One thing that must be pointed out is that all the Indo-European cultures (Germanic, Celtic, Slavic, Greek, Persian, Vedic...) are the same. They're simply different branches of the same culture/mythology, that originated due to regional separation, as the Indo-Europeans invaded/migrated to different lands and different populations settled in regions isolated from each other. Therefore the appearance of minor differences between these different branches is inevitable, but the main aspects are the same.
One of the first bigger historical civilizations created by the Indo-Europeans was the Vedic civilization in North India. In the Vedic cosmology, Brahma is the main God. He's everything, the universe itself, and the other gods are different manifestations of Brahma, avatars with different traits to be worshipped. The reason for that is the channeling of spiritual energy - in the Vedic texts, it's called Nirgunabrahman, the impersonal, attributeless Absolute, or Parabrahman, the Supreme Absolute.
The Celtic mythology is the one I'm most familiar with, so I can give you a more in depth example: Dagodeus is referred to as the vortex of existence, Trinertá. Dagodeus is depicted as a three faced God, that is the explanation for such a motif as a trinity being so present in Indo-European cultures. Other Indo-European deities such as Brigid are also three faced or have three manifestations/personalities. There are also Indo-European religious symbols such as the triskelion and the swastika that are a vortex always in movement. As you can read in a post in my blog I've written years ago:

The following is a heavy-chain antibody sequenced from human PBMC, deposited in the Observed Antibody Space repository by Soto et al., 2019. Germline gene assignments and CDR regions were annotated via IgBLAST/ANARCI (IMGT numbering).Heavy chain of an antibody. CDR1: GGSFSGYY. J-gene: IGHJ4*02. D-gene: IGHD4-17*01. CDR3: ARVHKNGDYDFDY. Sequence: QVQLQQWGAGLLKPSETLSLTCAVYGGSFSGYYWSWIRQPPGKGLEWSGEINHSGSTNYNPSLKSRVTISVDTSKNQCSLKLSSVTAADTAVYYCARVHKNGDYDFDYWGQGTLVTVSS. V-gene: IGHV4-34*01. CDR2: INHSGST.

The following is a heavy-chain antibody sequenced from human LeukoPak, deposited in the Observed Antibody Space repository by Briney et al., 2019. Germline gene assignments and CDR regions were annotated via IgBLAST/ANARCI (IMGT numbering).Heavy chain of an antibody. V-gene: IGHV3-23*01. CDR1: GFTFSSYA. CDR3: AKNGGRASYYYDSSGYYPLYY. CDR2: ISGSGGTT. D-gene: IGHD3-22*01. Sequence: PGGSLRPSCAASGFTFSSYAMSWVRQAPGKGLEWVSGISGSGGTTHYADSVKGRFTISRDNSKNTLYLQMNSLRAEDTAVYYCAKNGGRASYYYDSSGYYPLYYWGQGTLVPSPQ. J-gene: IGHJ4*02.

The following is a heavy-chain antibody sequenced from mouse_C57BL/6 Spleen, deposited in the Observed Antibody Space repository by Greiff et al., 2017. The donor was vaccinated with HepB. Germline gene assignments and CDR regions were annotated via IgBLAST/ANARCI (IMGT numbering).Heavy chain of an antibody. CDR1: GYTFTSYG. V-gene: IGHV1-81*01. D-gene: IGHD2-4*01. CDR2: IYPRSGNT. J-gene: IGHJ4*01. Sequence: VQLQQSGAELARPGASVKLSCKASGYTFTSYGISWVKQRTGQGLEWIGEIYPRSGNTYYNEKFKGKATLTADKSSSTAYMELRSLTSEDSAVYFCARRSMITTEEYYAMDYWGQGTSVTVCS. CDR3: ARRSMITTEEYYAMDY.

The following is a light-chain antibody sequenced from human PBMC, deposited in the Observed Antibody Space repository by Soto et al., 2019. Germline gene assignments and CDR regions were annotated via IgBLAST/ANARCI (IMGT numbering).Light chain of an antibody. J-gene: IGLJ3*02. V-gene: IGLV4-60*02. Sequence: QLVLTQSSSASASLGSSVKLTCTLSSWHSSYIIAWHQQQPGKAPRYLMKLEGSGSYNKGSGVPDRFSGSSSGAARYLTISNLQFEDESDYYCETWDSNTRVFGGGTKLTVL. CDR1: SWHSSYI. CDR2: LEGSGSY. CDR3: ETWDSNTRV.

...The universe emerged from a triad, Trinertá, the Three Forces. the three elements, ie, the two opposing forces and their resultant, arising from the first movement in the Immensity supra-causal and non-differentiated Bituimon. This triad is the primary basis for all aspects of the universe. These three basic forces are mentioned in cosmology as a centripetal attraction, a centrifugal force and balance.
The centripetal action, personified by Lugus, the immanent, the Preserver of the universe is called Biwotúts ("existence"), because there is a concentration of energy, a force of agglomeration. On the mental plane, the cohesive force is the tendency that lights up the unit.
The centrifugal action, called Demerá ("dark"), is the force that seeks to prevent the dispersion concentration. This tendency toward disintegration is the symbol of the final dissolution of all existence in Non-Being. It therefore represents a release. This force of annihilation is personified by dits firing, the Destroyer of Worlds, also called Dagodéwos, Good God.
The balance of centripetal and centrifugal gives rise to the third trend, the tendency to orbiting, Suimon, which is the source of the activity. She is personified by the Creator, He-Who-Is-Eternal Bitumios...
Myth-wise, the deities in these different cultures can vary, while there may be in one culture in a certain location a deity that personifies the universe, originally it's the main God that is the primordial energy of life (Brahma). In the Greek mythology that would be Zeus, in the Celtic mythology it would be Dagda (or Dagodeus in Gaulish), in the Persian Zoroastrian religion it would be Ahura Mazda, and in the Germanic mythology, Odin certainly. This primordial spirit is the essence of everything that is and ever was.